Moderate heat, rain could damage Earth's forests

Moderate heat, rain could damage Earth's forests

PARIS: Even relatively moderate heat and rainfall loss could damage the make-up of Earth's northern forests, risking their biodiversity rich ecosystems and disrupting their ability to store climate-warming carbon pollution, researchers said on Wednesday Aug 10. Boreal forests cover much of Russia, Alaska and Canada and are a major carbon sink, but are threatened by more frequent wildfires and invasive species outbreaks linked to climate change.

A team of researchers from the United States and Australia conducted a five-year experiment to assess how higher temperatures and less rainfall could affect the tree species most commonly found in the forests.

Between 2012 and 2016 they grew approximately 4,600 saplings of nine tree species - including spruce, fir and pine - in forest sites in northeastern Minnesota.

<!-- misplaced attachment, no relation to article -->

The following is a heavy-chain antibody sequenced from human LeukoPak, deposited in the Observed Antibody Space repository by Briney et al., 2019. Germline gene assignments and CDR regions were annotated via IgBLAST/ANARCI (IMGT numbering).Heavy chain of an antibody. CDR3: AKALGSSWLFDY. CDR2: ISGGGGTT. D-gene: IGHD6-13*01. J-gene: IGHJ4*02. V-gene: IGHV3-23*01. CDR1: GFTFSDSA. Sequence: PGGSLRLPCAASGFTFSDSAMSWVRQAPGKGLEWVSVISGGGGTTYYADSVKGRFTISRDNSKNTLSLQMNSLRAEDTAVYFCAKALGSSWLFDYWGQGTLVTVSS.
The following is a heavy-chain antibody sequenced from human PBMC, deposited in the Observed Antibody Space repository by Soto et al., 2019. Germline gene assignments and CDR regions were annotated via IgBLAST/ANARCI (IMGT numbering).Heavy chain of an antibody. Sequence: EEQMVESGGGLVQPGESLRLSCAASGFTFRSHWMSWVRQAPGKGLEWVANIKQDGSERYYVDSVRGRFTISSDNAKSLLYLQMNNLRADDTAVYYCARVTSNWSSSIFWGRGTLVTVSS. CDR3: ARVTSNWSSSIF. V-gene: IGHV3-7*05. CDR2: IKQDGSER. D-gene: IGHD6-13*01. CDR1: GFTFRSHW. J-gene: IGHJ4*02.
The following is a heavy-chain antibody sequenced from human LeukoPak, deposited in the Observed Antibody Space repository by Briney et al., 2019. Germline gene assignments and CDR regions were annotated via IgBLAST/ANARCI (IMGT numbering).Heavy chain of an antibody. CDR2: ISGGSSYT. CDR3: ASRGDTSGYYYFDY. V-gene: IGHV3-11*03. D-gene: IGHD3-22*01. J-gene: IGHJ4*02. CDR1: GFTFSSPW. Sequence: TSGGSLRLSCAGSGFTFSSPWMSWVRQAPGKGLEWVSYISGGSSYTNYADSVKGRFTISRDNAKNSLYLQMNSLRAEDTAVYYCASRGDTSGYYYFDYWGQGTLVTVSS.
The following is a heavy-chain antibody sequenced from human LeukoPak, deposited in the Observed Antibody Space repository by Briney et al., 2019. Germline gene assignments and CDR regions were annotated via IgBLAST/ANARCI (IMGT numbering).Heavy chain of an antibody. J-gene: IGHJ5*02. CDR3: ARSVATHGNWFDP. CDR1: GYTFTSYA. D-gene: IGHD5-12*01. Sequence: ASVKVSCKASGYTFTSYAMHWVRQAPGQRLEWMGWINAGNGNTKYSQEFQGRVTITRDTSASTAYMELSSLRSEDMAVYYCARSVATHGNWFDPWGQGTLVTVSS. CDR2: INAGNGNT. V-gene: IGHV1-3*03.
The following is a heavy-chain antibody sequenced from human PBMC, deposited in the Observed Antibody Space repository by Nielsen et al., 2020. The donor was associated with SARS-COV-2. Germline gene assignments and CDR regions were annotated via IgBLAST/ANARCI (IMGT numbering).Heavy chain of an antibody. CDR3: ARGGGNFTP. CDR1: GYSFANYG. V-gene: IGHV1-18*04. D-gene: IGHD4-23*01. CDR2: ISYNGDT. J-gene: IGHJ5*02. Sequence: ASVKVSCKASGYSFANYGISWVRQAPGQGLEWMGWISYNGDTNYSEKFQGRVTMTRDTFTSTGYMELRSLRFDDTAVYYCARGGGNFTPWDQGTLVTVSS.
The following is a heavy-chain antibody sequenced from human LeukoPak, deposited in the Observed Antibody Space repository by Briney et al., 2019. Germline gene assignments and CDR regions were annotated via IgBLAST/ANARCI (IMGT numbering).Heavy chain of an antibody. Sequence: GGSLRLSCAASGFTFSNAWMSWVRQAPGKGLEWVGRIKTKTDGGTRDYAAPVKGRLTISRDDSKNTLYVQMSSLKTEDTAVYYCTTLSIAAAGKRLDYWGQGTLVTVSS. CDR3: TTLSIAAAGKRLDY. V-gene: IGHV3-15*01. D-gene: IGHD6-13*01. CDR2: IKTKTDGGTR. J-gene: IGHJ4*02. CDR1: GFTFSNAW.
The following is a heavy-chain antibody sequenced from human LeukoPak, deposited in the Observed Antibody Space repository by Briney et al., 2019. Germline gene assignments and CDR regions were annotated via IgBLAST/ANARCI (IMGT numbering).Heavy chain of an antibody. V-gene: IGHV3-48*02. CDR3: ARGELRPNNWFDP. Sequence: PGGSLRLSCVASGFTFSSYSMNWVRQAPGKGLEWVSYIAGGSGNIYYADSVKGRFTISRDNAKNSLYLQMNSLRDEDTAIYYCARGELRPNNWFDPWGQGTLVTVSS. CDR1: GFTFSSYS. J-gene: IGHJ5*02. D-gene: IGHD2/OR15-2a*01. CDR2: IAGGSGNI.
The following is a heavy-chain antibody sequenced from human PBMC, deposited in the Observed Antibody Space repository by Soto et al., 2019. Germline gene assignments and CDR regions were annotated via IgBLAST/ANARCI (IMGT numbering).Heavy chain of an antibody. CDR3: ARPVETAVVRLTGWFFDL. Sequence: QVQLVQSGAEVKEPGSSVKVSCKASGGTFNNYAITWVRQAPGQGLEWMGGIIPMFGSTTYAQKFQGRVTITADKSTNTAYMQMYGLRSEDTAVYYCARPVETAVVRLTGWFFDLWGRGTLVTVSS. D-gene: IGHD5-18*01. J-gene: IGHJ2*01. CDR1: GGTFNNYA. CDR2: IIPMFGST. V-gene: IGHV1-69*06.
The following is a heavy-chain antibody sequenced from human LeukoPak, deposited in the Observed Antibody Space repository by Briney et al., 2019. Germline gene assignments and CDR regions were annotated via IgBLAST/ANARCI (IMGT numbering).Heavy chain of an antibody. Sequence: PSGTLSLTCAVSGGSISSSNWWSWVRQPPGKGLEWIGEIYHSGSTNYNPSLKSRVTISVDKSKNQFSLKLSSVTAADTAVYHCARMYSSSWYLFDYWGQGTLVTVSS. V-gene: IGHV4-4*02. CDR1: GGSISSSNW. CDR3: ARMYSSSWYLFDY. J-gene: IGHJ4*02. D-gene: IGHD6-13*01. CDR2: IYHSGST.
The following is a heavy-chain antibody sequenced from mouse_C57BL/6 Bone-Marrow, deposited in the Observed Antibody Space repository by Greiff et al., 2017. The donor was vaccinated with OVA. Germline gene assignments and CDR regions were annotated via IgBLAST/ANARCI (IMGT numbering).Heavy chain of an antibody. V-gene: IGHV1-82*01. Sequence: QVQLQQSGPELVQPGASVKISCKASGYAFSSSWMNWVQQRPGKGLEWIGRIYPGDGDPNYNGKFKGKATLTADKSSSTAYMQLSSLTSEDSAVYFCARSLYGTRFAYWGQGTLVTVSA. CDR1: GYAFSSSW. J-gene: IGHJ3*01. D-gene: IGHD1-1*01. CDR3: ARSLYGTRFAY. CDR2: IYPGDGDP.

The saplings were warmed at two different temperatures using undersoil cables and infrared lamps - one lot at 1.6 degrees Celsius hotter than ambient, the second at 3.1 degrees Celsius warmer.

In addition to this, moveable tarps were positioned over half of the plots before the storms to capture rainwater and mimic the type of precipitation shifts that climate change is anticipated to bring.

Even trees grown under 1.6 degrees Celsius of warming experienced major problems, including reduced growth and increased mortality, according to a study published in Nature.

Peter Reich, lead author, told AFP that we would see modest declines in survival and growth for even the boreal species like fir, but we saw very large increases in mortality and decreases in growth in a number of species.

The team found that warming on its own, or combined with reduced rainfall, increased juvenile mortality in all nine tree species studied.